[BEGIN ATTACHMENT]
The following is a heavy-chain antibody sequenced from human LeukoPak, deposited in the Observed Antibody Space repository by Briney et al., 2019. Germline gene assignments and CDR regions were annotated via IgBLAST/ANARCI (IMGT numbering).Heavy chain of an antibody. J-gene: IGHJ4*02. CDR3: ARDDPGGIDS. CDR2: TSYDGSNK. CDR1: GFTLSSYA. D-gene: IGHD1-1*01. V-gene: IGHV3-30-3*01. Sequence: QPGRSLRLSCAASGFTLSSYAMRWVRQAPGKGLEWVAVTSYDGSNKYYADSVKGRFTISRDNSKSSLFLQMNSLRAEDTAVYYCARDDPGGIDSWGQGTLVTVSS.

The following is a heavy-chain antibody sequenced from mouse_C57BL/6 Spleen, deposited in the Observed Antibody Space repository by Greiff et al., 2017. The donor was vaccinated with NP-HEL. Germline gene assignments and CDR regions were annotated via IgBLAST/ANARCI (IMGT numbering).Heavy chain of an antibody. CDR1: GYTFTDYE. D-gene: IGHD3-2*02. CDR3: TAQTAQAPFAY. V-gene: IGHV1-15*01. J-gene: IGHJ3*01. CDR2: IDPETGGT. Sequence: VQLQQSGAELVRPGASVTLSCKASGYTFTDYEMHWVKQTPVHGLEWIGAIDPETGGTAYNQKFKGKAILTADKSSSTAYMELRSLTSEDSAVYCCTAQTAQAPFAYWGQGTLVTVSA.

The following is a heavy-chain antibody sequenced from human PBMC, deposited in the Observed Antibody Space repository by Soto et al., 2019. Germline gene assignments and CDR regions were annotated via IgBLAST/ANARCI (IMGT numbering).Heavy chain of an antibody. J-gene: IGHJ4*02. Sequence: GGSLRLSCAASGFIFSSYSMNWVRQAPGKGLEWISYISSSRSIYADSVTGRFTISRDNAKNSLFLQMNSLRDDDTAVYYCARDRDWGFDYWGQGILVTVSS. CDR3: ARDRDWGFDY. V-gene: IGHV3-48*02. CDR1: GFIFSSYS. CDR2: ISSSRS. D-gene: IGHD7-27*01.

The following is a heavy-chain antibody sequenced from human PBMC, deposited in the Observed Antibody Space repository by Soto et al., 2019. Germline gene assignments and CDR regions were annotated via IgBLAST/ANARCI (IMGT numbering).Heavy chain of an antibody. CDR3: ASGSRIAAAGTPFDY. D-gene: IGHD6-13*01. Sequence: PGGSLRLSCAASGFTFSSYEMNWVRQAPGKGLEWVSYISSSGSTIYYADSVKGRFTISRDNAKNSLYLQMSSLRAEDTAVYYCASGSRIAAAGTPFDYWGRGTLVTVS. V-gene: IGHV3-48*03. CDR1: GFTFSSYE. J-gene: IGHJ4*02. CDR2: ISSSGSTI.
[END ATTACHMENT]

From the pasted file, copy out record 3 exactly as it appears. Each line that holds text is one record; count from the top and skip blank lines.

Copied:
The following is a heavy-chain antibody sequenced from human PBMC, deposited in the Observed Antibody Space repository by Soto et al., 2019. Germline gene assignments and CDR regions were annotated via IgBLAST/ANARCI (IMGT numbering).Heavy chain of an antibody. J-gene: IGHJ4*02. Sequence: GGSLRLSCAASGFIFSSYSMNWVRQAPGKGLEWISYISSSRSIYADSVTGRFTISRDNAKNSLFLQMNSLRDDDTAVYYCARDRDWGFDYWGQGILVTVSS. CDR3: ARDRDWGFDY. V-gene: IGHV3-48*02. CDR1: GFIFSSYS. CDR2: ISSSRS. D-gene: IGHD7-27*01.